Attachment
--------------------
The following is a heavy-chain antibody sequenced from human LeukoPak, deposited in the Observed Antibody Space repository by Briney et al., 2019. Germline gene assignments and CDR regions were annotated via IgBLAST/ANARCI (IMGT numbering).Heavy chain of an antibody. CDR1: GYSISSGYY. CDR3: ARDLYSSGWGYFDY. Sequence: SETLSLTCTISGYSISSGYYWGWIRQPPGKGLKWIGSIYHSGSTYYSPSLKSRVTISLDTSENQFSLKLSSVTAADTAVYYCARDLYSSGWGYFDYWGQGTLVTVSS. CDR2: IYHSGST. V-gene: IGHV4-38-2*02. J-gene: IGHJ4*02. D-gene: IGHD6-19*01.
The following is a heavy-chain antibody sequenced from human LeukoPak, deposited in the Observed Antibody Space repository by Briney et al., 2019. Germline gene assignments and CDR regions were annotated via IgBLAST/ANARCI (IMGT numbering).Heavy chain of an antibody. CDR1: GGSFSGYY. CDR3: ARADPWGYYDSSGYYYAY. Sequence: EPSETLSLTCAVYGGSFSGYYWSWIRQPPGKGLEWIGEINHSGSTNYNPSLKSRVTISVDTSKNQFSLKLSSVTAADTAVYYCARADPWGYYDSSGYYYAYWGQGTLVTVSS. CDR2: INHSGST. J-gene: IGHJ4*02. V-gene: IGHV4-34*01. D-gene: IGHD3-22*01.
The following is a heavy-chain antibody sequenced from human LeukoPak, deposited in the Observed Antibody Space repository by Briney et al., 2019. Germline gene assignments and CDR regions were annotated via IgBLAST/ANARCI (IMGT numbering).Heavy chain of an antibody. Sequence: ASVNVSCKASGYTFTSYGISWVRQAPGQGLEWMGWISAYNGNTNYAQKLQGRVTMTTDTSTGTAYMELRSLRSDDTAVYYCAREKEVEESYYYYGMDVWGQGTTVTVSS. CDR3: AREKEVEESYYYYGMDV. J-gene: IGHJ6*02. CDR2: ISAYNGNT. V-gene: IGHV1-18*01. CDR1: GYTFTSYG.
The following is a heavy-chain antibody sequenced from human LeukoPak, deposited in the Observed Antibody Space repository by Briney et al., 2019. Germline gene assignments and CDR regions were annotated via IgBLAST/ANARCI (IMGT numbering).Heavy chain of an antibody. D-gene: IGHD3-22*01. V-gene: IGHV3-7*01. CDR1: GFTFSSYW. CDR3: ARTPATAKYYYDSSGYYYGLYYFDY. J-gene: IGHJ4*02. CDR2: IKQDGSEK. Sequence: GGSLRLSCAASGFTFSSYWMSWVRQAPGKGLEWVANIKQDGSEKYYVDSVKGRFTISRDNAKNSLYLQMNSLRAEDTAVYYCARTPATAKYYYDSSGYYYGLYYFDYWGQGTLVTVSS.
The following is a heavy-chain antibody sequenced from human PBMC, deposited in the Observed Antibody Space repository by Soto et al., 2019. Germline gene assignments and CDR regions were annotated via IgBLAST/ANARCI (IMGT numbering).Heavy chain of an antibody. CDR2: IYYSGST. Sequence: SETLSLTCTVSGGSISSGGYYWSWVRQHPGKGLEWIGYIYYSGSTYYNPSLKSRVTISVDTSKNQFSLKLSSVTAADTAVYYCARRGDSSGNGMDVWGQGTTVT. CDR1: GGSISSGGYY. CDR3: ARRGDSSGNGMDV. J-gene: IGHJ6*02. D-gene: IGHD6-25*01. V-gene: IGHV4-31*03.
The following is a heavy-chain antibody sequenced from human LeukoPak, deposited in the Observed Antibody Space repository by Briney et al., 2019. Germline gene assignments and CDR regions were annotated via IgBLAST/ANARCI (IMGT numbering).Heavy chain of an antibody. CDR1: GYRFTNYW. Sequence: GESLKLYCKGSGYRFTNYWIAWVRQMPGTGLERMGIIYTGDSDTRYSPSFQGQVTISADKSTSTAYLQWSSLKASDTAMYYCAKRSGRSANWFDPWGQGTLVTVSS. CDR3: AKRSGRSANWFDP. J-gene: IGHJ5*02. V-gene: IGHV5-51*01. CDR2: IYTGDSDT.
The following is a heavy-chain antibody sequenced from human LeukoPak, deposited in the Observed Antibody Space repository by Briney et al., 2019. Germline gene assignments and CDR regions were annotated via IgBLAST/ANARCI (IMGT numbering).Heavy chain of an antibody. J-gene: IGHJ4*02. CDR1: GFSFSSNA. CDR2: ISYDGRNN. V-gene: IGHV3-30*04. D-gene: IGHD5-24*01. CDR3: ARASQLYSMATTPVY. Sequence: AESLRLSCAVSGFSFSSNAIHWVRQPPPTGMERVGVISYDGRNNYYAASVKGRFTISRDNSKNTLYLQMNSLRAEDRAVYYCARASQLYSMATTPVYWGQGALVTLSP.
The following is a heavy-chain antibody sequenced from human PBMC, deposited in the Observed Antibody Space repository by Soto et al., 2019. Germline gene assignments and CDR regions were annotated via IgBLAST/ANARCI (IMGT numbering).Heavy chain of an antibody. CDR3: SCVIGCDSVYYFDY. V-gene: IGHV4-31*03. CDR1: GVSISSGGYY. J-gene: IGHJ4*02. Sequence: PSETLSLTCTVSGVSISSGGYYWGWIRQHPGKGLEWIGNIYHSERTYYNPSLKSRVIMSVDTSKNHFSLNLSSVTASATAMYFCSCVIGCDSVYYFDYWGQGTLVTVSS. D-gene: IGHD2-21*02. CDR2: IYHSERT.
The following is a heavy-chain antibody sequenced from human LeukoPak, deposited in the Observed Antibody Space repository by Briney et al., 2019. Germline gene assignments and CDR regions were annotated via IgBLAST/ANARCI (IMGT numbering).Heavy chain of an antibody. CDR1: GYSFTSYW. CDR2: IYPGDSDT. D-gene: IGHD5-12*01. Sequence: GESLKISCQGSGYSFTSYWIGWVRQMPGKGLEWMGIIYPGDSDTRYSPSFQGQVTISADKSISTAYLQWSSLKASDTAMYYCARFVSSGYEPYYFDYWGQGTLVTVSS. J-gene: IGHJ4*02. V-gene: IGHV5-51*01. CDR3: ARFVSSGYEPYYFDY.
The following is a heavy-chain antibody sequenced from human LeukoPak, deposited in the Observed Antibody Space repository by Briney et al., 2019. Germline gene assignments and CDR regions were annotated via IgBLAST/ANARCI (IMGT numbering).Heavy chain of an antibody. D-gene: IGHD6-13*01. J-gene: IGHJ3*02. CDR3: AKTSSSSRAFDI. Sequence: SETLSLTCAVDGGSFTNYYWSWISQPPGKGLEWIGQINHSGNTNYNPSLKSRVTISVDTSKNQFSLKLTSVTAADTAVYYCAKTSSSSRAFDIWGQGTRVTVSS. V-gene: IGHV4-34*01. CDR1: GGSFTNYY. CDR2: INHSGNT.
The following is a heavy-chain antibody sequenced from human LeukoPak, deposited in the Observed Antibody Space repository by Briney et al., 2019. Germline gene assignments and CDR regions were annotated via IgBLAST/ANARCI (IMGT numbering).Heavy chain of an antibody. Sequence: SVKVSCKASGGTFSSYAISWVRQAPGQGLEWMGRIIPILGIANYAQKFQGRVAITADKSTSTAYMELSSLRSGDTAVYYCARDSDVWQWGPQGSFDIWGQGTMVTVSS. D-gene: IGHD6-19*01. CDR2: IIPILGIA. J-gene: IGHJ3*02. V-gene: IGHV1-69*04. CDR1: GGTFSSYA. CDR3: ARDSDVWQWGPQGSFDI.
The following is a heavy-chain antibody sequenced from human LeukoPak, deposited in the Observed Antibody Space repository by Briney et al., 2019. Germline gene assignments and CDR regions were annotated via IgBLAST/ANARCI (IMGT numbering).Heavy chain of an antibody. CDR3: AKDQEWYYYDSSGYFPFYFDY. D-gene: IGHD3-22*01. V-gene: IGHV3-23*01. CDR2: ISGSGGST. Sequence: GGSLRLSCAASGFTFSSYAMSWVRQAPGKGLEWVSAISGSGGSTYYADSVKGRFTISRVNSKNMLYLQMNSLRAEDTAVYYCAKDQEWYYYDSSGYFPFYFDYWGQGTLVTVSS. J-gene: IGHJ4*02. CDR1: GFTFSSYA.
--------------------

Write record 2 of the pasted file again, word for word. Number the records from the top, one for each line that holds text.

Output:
The following is a heavy-chain antibody sequenced from human LeukoPak, deposited in the Observed Antibody Space repository by Briney et al., 2019. Germline gene assignments and CDR regions were annotated via IgBLAST/ANARCI (IMGT numbering).Heavy chain of an antibody. CDR1: GGSFSGYY. CDR3: ARADPWGYYDSSGYYYAY. Sequence: EPSETLSLTCAVYGGSFSGYYWSWIRQPPGKGLEWIGEINHSGSTNYNPSLKSRVTISVDTSKNQFSLKLSSVTAADTAVYYCARADPWGYYDSSGYYYAYWGQGTLVTVSS. CDR2: INHSGST. J-gene: IGHJ4*02. V-gene: IGHV4-34*01. D-gene: IGHD3-22*01.